Useful link: A Novices Tutorial on Subversion
Capistrano is the deployment tool i use for deploying my Rails applications on the hosting server. As quoted from Capistrano manual; Application deployment is one of those things that becomes more and more complicated as the scale of your application increases. With just a single box running your database and your application, it’s quite simple. But when you start putting your database on a different server, and then separating your web servers from your app servers, and eventually splitting your database into master and slave servers… It can get to where you almost don’t want to deploy your application any more.
Simply put, Capistrano makes it even easier to do tasks like fire up your ssh client, type some commands on the remote server to move, update, restart, or whatever task you would normally do by hand, you can write your commands in a script called "recipe" for Capistrano and as the next decent software, it will submit to your command and do every task you tell it to do.
Tasks like; login to remote server, update your application code, migrate your database, restart your server , are very likely will be repeated over and over, and that should notify you to start a new recipe for Capistrano to cook at your command.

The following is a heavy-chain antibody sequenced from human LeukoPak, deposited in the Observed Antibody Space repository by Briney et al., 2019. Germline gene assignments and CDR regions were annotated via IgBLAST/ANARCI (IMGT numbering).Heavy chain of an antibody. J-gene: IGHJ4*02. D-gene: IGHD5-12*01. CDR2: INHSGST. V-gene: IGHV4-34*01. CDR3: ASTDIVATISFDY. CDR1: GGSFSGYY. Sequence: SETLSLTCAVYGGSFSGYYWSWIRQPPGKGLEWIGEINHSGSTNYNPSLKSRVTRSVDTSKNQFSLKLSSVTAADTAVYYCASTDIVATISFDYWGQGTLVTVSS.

Useful link: Capistrano: Automating Application Deployment
I like Putty, it is a secure shell client. Nothing bad with openssh client, but when i use Windows, it's pathetic command prompt console leave no choice but to use Putty with its own terminal window. By the way, I wonder why for God sake, there is no any alternatives for the bloody windows command prompt console, is there any out there? And I mean terminal or console not just another shell, cause i found many (Cygwin, bash, sh). [update: I found a great console for Windows, it is called Console. It is a great tool, it even support transparent background! when used with unix tools like sh, tar, cp, rm...etc and all you unix geeks will find yourself almost at home.]
Among the servers of the hosting data center we have at work, there is only one server that open a Secure Shell port to the internet. For a hosting data center, this is not a good idea. But we have to have a remote shell to login to, in case of emergencies or remote administration. My system admin collegue at work, had generated a pair key for my account on the hosting server. And that was a good idea. Because, it requires a private key for your account on the linux box for you to be able to login. No username/password login prompt anymore. This technique is both secure and easier than the regular login procedure.
Using key authorization is very useful if you intend to use any kind of automated deployment tools. Because such tools will almost always use key authenticated secure shell for login to the deployment server. And scattering your username/password all over your deployment scripts is not something you should do if you care about your hosting server security.
Stateful programs often become complex beasts as they grow. Program state incohesively spread across a bunch of variables, spuriously guar...
Programmers almost always need the ability to find and replace certain text across multiple files in their projects. Most IDEs provide find ...
RecordRTC is a library that allows for client-side recording, using WebRTC. It's a fantastic tool (created and well-maintained by Muaz...
This is a guest post from Sacha Greif, co-author of Discover Meteor and creator of VulcanJS and Sidebar.